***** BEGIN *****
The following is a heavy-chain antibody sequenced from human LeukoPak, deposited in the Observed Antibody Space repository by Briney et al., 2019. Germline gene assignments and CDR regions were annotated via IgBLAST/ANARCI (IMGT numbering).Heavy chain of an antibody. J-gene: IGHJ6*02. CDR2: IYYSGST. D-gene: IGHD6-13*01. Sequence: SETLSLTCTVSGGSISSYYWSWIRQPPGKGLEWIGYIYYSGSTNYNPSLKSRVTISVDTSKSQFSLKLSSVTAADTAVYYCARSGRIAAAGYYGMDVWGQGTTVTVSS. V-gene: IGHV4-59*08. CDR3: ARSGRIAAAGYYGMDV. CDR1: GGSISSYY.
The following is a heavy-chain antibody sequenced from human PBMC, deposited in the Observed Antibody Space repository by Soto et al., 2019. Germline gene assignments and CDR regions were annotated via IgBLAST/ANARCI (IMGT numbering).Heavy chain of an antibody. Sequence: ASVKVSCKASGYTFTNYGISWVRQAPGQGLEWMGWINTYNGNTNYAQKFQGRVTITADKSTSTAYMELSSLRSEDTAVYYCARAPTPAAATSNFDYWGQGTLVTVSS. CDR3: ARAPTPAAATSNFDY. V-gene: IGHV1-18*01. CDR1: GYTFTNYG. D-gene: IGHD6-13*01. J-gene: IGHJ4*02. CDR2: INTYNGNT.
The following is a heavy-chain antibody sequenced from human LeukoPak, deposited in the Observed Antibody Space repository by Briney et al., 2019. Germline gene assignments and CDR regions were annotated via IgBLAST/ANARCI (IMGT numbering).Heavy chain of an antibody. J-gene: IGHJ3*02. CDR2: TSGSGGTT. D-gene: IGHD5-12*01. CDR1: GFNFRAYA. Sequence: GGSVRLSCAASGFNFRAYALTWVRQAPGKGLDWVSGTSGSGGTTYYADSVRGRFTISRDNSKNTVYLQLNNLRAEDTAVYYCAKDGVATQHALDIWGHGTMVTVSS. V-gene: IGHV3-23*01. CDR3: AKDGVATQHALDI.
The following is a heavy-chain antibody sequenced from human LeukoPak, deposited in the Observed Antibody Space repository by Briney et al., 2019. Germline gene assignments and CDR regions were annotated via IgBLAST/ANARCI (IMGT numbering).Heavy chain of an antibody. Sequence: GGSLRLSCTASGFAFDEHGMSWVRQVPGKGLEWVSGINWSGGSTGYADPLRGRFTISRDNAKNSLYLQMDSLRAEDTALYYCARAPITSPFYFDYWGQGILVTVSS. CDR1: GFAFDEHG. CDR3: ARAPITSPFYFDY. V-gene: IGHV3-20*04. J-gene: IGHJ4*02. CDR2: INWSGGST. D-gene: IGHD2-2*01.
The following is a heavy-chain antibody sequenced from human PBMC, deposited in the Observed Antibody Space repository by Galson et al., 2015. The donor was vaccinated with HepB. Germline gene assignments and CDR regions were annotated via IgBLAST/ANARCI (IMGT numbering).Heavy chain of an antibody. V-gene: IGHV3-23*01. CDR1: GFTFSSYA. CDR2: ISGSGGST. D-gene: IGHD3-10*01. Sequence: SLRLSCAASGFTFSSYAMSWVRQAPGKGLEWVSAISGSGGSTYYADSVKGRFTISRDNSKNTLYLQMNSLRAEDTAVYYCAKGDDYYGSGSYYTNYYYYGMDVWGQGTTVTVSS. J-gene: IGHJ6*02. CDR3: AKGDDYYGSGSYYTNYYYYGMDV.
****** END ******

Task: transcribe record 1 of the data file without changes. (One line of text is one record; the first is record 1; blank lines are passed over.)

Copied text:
The following is a heavy-chain antibody sequenced from human LeukoPak, deposited in the Observed Antibody Space repository by Briney et al., 2019. Germline gene assignments and CDR regions were annotated via IgBLAST/ANARCI (IMGT numbering).Heavy chain of an antibody. J-gene: IGHJ6*02. CDR2: IYYSGST. D-gene: IGHD6-13*01. Sequence: SETLSLTCTVSGGSISSYYWSWIRQPPGKGLEWIGYIYYSGSTNYNPSLKSRVTISVDTSKSQFSLKLSSVTAADTAVYYCARSGRIAAAGYYGMDVWGQGTTVTVSS. V-gene: IGHV4-59*08. CDR3: ARSGRIAAAGYYGMDV. CDR1: GGSISSYY.